When you watch a movie or read a great book, you are actually experiencing the magic of storytelling. Your attention is grabbed throughout and sometimes it even evokes an emotional response. Wouldn’t you want the same thing with your audience when you are presenting findings with data? Definitely you would, and to do that, you need to leverage techniques derived from master storytellers which I have put here in this final piece of a 3-part series on Data Visualization and Storytelling.
Structure of the Story
A perfect story has three primary components: the beginning, the middle, and the end. Each component has its importance and relevance.
a. The beginning: The beginning is all about setting up the plot which should help the audience know what the story has for them and why should they listen to it.
b. The middle: The goal of this part is to convince your audience of the need for action. You retain your audience’s attention through this part of the story by addressing how they can solve the problem you introduced.
c. The end: Make it totally clear to your audience what you want them to do with the new understanding or knowledge that you’ve imparted to them. You can probably do this by to tying it back to the beginning.
Even the most beautiful data visualization has the risk of falling flat without a compelling narrative to go with it. Excellence in communicating with data is achieved when the effective visuals are combined with a powerful narrative.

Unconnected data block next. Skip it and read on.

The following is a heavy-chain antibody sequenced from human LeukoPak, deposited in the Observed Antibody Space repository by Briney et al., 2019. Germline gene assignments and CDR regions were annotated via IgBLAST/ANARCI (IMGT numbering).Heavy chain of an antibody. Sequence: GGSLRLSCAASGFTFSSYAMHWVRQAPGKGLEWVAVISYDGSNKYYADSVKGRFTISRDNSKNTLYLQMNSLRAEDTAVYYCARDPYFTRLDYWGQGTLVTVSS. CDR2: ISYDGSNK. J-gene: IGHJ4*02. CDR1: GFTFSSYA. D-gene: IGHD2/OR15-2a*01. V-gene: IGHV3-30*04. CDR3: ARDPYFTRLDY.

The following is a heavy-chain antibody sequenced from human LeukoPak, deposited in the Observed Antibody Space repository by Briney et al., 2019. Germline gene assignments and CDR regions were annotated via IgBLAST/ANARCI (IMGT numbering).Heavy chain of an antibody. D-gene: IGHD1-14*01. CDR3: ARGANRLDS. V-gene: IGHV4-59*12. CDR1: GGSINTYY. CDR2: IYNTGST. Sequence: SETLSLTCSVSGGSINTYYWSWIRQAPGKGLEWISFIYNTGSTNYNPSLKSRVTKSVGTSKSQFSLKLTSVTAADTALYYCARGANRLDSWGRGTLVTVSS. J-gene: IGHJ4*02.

Narrative flow should be according to the audience based on the following 2 broad questions:
a. What is the level of trust? Will they appreciate if you lead with what you want from them? Or are they a new audience with whom you need to establish credibility?
b. What is the end outcome? Do they care about your process or just want the answer? Are you asking them to make a decision or take an action?
Here is a quick guide to choosing the flow based on the above questions, and what you should be including in your story in both the cases.
In addition to above mentioned aspects of structure and narrative flow, there are 4 tactics which one can keep in mind while crafting the storyline and presentation.
Leveraging horizontal and vertical logic together ensures that the story you want to tell comes out clearly in your presentation.
To sum up, data visualization and storytelling are a combination of math and language. While both are taught in schools separately, it is important to combine both for making an impact. The best way to learn these is to follow certain rules and tips and keep practicing them. I hope this blog enables you to make a good-looking presentation based on data and present it through an engaging and impactful story.
Happy data storytelling!!
Are you interested in data visualization? Read the previous article of this series!
About the AuthorMore Content by Rishabh Saxena